I am resurrecting this long-dormant blog to write about my ongoing process of healing after falling off a 30-40′ cliff in June 2015. I think these kinds of experiences change you; at least, I think it changed me, somehow. This is part of a series – check out Part I, Part II, and Part III.
I have been feeling some serious feelings about the accident lately. It has been almost two years since my accident, yet it still affects me nearly every day. Although I was finally discharged from twice-weekly physical therapy four months ago, I am not fully “healed,” nor should I ever expect to be. The next decade or two will almost certainly bring me post-traumatic osteoarthritis in my knee, which will eventually require a total knee replacement. I’m still working through my PTSD, which has given me a few panic attacks and prevented me from rock-climbing. At the same time, I’m doing things I couldn’t have imagined a year ago–hiking several miles in a day, skiing double-diamonds, walking nearly pain-free much of the time. I am trying to balance feeling grateful for the healing my body has done with the anger and sadness I feel about the limitations the accident has imposed on me. I will never not have a bad knee, a reconstructed jaw, and several fake teeth. This is my body now, and I am still working to accept it.
Over the weekend I hiked about eight miles at the Antelope Valley California Poppy Reserve. It was a gorgeous day, the poppies were in full bloom, and with my trusty hiking poles I was able to navigate the trail with minimal pain prior to about mile five (the last three-ish miles were an exercise in pain tolerance). I had a lovely time. But now, three days later, I still feel a deep ache in my knee that just won’t go away. I keep willing myself not to limp when I walk, because I know that will just cause back pain. I wonder, will I always feel this way after hikes? Is this the start of the post-traumatic arthritis my doctor warned me about? Will I ever feel “normal” again?
I find myself once again diving into medical literature I don’t fully understand, trying to find some reflection of myself in the studies of tibial plateau fractures, fixation techniques, and long-term outcomes. I haven’t found anything that makes me feel better. In the few months after the accident, I also spent a lot of time with this literature, taking advantage of my access to medical journals and databases through my university. I learned that 1) my leg injury was pretty fucking bad, 2) orthopedic surgeons still consider this type of injury a “complex challenge,” and 3) I’m really fucking fortunate that I didn’t have any complications following my surgery. A while back I checked some of the search-and-rescue literature to learn about my situation there, and it led to a similar conclusion: all in all, I got lucky.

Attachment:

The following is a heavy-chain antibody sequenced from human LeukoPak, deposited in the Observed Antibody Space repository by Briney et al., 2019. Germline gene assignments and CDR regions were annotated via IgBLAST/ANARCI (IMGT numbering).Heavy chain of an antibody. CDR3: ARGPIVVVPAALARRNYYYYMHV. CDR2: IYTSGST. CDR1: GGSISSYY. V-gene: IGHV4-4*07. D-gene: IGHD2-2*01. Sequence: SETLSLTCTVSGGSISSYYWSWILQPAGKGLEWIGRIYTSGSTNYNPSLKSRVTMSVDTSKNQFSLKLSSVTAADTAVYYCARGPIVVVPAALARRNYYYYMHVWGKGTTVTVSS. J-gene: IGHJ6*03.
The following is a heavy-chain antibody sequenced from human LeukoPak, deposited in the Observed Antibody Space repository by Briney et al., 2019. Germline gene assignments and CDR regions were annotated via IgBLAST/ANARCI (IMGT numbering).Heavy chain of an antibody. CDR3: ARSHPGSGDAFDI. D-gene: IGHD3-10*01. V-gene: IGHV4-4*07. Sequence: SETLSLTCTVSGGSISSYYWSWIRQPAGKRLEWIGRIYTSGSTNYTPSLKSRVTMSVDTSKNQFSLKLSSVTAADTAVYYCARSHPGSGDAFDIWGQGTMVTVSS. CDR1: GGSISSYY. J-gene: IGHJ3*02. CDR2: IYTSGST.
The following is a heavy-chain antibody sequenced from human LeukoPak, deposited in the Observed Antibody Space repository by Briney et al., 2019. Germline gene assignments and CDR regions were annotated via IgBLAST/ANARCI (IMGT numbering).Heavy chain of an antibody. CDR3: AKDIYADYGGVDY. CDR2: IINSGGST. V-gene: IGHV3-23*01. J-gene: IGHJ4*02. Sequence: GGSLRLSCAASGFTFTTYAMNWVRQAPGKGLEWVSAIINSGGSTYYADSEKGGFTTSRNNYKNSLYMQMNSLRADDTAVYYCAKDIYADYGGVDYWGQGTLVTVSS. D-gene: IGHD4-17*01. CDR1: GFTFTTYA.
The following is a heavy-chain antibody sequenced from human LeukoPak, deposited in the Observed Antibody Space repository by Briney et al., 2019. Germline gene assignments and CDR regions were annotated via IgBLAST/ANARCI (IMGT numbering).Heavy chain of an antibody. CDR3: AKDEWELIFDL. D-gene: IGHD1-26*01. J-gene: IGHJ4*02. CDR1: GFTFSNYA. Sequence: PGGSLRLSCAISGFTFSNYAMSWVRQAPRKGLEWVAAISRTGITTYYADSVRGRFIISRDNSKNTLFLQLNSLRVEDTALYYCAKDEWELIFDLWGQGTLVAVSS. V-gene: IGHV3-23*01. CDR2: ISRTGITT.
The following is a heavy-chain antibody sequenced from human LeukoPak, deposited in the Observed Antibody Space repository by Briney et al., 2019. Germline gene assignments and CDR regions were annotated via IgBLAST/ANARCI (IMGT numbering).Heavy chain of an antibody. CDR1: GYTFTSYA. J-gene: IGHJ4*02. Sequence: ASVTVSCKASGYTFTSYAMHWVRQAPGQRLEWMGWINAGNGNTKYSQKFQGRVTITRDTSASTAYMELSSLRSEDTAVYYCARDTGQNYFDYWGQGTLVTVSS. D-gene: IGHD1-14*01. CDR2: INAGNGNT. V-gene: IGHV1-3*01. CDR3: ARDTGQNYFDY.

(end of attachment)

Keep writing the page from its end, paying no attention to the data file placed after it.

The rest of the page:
And it’s true, I did get lucky. Most people who have fallen thirty feet in the wilderness do not live to write blog posts about their experience. Sometimes I’m still amazed that I didn’t die that day, and I am full of awe and gratitude. But at the same time, healing from this is still a slow, difficult process. I sometimes feel sorry for myself. This makes me feel like I’m a “bad survivor,” that I’m just not trying hard enough to look on the bright side (I talked about this in Part III of this blog series over a year ago, but I’m still not through with these feelings). Of course, I am actually trying my damnedest to look on the bright side, but that doesn’t change the reality that I have chronic pain and might have it forever. This is a difficult thing to come to terms with.
I don’t know where to go from here. It seems like I should end this post on a quietly optimistic note, like, “I’m still in pain, but I’m getting my life back one day at a time,” or, “overcoming this obstacle is showing me my own humanity” or somesuch, but right now I’m just tired and in pain. I’m giving myself space to work through this whole process, and that has to be enough.